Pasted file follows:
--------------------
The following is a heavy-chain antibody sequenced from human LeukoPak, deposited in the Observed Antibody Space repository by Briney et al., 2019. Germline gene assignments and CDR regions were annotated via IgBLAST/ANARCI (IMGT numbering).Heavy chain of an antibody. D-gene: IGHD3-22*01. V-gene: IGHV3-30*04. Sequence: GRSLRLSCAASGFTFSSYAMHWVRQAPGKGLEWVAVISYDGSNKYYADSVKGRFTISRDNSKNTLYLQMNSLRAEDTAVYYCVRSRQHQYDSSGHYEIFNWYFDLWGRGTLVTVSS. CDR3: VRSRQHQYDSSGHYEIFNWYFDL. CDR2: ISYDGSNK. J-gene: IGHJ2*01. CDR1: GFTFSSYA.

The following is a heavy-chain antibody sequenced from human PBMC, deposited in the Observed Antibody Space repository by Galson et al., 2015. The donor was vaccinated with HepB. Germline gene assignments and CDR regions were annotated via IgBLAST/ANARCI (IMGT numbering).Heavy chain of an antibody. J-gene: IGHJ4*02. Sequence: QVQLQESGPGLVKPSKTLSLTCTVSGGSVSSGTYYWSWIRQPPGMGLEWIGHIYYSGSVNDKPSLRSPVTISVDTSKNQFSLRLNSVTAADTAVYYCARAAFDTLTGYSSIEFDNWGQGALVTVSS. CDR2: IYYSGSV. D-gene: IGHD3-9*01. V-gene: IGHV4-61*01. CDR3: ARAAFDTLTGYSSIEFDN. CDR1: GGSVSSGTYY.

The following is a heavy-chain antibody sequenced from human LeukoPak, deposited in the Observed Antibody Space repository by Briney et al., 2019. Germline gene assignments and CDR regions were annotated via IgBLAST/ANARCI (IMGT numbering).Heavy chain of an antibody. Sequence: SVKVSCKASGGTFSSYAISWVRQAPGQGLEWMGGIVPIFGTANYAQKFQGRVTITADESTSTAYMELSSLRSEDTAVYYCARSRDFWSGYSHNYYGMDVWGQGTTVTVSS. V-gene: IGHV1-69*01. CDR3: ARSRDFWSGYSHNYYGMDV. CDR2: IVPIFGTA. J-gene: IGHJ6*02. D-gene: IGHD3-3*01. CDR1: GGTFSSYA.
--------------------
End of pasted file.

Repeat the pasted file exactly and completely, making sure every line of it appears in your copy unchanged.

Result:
The following is a heavy-chain antibody sequenced from human LeukoPak, deposited in the Observed Antibody Space repository by Briney et al., 2019. Germline gene assignments and CDR regions were annotated via IgBLAST/ANARCI (IMGT numbering).Heavy chain of an antibody. D-gene: IGHD3-22*01. V-gene: IGHV3-30*04. Sequence: GRSLRLSCAASGFTFSSYAMHWVRQAPGKGLEWVAVISYDGSNKYYADSVKGRFTISRDNSKNTLYLQMNSLRAEDTAVYYCVRSRQHQYDSSGHYEIFNWYFDLWGRGTLVTVSS. CDR3: VRSRQHQYDSSGHYEIFNWYFDL. CDR2: ISYDGSNK. J-gene: IGHJ2*01. CDR1: GFTFSSYA.

The following is a heavy-chain antibody sequenced from human PBMC, deposited in the Observed Antibody Space repository by Galson et al., 2015. The donor was vaccinated with HepB. Germline gene assignments and CDR regions were annotated via IgBLAST/ANARCI (IMGT numbering).Heavy chain of an antibody. J-gene: IGHJ4*02. Sequence: QVQLQESGPGLVKPSKTLSLTCTVSGGSVSSGTYYWSWIRQPPGMGLEWIGHIYYSGSVNDKPSLRSPVTISVDTSKNQFSLRLNSVTAADTAVYYCARAAFDTLTGYSSIEFDNWGQGALVTVSS. CDR2: IYYSGSV. D-gene: IGHD3-9*01. V-gene: IGHV4-61*01. CDR3: ARAAFDTLTGYSSIEFDN. CDR1: GGSVSSGTYY.

The following is a heavy-chain antibody sequenced from human LeukoPak, deposited in the Observed Antibody Space repository by Briney et al., 2019. Germline gene assignments and CDR regions were annotated via IgBLAST/ANARCI (IMGT numbering).Heavy chain of an antibody. Sequence: SVKVSCKASGGTFSSYAISWVRQAPGQGLEWMGGIVPIFGTANYAQKFQGRVTITADESTSTAYMELSSLRSEDTAVYYCARSRDFWSGYSHNYYGMDVWGQGTTVTVSS. V-gene: IGHV1-69*01. CDR3: ARSRDFWSGYSHNYYGMDV. CDR2: IVPIFGTA. J-gene: IGHJ6*02. D-gene: IGHD3-3*01. CDR1: GGTFSSYA.